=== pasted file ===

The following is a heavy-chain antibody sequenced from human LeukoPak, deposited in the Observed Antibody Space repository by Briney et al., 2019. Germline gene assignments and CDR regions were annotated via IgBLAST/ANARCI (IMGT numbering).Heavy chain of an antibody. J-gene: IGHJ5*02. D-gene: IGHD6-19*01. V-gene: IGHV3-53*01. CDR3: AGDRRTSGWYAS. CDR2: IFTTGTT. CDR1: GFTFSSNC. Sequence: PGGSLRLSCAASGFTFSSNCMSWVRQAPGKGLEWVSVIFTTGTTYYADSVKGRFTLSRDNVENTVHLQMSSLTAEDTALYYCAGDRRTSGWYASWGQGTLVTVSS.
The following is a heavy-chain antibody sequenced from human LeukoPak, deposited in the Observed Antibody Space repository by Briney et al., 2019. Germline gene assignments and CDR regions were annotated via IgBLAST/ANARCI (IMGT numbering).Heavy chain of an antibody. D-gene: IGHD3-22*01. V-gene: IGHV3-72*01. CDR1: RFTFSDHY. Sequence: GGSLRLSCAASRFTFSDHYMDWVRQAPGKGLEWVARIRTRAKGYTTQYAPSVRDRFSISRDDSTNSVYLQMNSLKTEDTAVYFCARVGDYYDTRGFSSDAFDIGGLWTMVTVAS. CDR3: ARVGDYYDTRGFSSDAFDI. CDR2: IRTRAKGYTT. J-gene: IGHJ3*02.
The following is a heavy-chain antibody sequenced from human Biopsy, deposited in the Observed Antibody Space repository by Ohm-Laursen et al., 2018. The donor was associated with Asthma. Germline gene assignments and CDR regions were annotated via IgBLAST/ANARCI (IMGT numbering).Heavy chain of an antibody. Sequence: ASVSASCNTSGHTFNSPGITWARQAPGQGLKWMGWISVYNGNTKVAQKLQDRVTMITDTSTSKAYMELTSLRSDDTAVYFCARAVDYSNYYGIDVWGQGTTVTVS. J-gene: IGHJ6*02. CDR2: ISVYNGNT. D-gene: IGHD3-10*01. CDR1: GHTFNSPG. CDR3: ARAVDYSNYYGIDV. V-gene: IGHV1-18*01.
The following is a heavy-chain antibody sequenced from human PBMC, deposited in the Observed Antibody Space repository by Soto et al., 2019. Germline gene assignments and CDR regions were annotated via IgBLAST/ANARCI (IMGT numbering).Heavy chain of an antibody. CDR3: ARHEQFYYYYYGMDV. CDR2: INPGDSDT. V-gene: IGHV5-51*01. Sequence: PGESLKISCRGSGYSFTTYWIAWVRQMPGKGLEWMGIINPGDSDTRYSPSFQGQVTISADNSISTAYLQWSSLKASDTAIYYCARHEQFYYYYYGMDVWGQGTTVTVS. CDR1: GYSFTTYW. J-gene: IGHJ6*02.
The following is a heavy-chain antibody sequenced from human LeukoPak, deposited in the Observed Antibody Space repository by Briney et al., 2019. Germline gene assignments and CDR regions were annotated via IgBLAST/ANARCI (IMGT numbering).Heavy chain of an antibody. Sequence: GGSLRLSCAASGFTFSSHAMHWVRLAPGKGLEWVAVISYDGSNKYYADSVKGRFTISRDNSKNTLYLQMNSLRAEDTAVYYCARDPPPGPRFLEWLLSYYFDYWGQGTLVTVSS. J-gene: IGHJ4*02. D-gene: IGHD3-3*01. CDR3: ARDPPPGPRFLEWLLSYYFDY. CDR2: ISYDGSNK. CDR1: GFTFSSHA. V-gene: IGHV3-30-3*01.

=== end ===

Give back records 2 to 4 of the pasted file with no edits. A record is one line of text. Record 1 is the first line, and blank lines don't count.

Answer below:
The following is a heavy-chain antibody sequenced from human LeukoPak, deposited in the Observed Antibody Space repository by Briney et al., 2019. Germline gene assignments and CDR regions were annotated via IgBLAST/ANARCI (IMGT numbering).Heavy chain of an antibody. D-gene: IGHD3-22*01. V-gene: IGHV3-72*01. CDR1: RFTFSDHY. Sequence: GGSLRLSCAASRFTFSDHYMDWVRQAPGKGLEWVARIRTRAKGYTTQYAPSVRDRFSISRDDSTNSVYLQMNSLKTEDTAVYFCARVGDYYDTRGFSSDAFDIGGLWTMVTVAS. CDR3: ARVGDYYDTRGFSSDAFDI. CDR2: IRTRAKGYTT. J-gene: IGHJ3*02.
The following is a heavy-chain antibody sequenced from human Biopsy, deposited in the Observed Antibody Space repository by Ohm-Laursen et al., 2018. The donor was associated with Asthma. Germline gene assignments and CDR regions were annotated via IgBLAST/ANARCI (IMGT numbering).Heavy chain of an antibody. Sequence: ASVSASCNTSGHTFNSPGITWARQAPGQGLKWMGWISVYNGNTKVAQKLQDRVTMITDTSTSKAYMELTSLRSDDTAVYFCARAVDYSNYYGIDVWGQGTTVTVS. J-gene: IGHJ6*02. CDR2: ISVYNGNT. D-gene: IGHD3-10*01. CDR1: GHTFNSPG. CDR3: ARAVDYSNYYGIDV. V-gene: IGHV1-18*01.
The following is a heavy-chain antibody sequenced from human PBMC, deposited in the Observed Antibody Space repository by Soto et al., 2019. Germline gene assignments and CDR regions were annotated via IgBLAST/ANARCI (IMGT numbering).Heavy chain of an antibody. CDR3: ARHEQFYYYYYGMDV. CDR2: INPGDSDT. V-gene: IGHV5-51*01. Sequence: PGESLKISCRGSGYSFTTYWIAWVRQMPGKGLEWMGIINPGDSDTRYSPSFQGQVTISADNSISTAYLQWSSLKASDTAIYYCARHEQFYYYYYGMDVWGQGTTVTVS. CDR1: GYSFTTYW. J-gene: IGHJ6*02.